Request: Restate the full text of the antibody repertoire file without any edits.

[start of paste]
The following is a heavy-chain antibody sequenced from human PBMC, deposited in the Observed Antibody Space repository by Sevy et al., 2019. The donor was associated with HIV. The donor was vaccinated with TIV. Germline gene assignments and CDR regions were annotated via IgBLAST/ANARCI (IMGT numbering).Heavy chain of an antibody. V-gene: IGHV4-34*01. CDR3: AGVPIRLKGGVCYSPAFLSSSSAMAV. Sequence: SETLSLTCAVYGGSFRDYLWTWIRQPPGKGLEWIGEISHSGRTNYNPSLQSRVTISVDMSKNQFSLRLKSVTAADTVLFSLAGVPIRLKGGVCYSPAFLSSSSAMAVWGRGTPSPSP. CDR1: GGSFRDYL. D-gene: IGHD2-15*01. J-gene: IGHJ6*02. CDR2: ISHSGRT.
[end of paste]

The following is a heavy-chain antibody sequenced from human PBMC, deposited in the Observed Antibody Space repository by Sevy et al., 2019. The donor was associated with HIV. The donor was vaccinated with TIV. Germline gene assignments and CDR regions were annotated via IgBLAST/ANARCI (IMGT numbering).Heavy chain of an antibody. V-gene: IGHV4-34*01. CDR3: AGVPIRLKGGVCYSPAFLSSSSAMAV. Sequence: SETLSLTCAVYGGSFRDYLWTWIRQPPGKGLEWIGEISHSGRTNYNPSLQSRVTISVDMSKNQFSLRLKSVTAADTVLFSLAGVPIRLKGGVCYSPAFLSSSSAMAVWGRGTPSPSP. CDR1: GGSFRDYL. D-gene: IGHD2-15*01. J-gene: IGHJ6*02. CDR2: ISHSGRT.